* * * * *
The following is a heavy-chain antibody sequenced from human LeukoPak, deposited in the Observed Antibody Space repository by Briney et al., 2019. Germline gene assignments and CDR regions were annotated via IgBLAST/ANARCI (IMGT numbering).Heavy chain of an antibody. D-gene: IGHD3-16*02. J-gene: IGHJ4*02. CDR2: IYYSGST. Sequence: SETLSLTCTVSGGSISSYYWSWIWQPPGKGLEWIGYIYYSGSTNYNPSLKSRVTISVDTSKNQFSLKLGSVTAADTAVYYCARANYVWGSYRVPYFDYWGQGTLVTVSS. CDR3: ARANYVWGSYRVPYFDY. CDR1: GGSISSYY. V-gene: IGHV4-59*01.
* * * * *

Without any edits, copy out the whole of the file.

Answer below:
The following is a heavy-chain antibody sequenced from human LeukoPak, deposited in the Observed Antibody Space repository by Briney et al., 2019. Germline gene assignments and CDR regions were annotated via IgBLAST/ANARCI (IMGT numbering).Heavy chain of an antibody. D-gene: IGHD3-16*02. J-gene: IGHJ4*02. CDR2: IYYSGST. Sequence: SETLSLTCTVSGGSISSYYWSWIWQPPGKGLEWIGYIYYSGSTNYNPSLKSRVTISVDTSKNQFSLKLGSVTAADTAVYYCARANYVWGSYRVPYFDYWGQGTLVTVSS. CDR3: ARANYVWGSYRVPYFDY. CDR1: GGSISSYY. V-gene: IGHV4-59*01.